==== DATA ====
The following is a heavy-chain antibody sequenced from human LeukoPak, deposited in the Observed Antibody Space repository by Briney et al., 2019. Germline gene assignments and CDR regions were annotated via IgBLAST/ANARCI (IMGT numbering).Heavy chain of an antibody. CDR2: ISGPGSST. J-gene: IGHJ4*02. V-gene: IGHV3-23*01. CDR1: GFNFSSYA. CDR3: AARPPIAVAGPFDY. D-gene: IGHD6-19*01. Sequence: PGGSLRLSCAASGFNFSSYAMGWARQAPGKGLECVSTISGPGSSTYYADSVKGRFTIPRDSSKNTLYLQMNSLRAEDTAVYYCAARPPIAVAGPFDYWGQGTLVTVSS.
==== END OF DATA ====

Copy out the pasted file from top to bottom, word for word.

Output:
The following is a heavy-chain antibody sequenced from human LeukoPak, deposited in the Observed Antibody Space repository by Briney et al., 2019. Germline gene assignments and CDR regions were annotated via IgBLAST/ANARCI (IMGT numbering).Heavy chain of an antibody. CDR2: ISGPGSST. J-gene: IGHJ4*02. V-gene: IGHV3-23*01. CDR1: GFNFSSYA. CDR3: AARPPIAVAGPFDY. D-gene: IGHD6-19*01. Sequence: PGGSLRLSCAASGFNFSSYAMGWARQAPGKGLECVSTISGPGSSTYYADSVKGRFTIPRDSSKNTLYLQMNSLRAEDTAVYYCAARPPIAVAGPFDYWGQGTLVTVSS.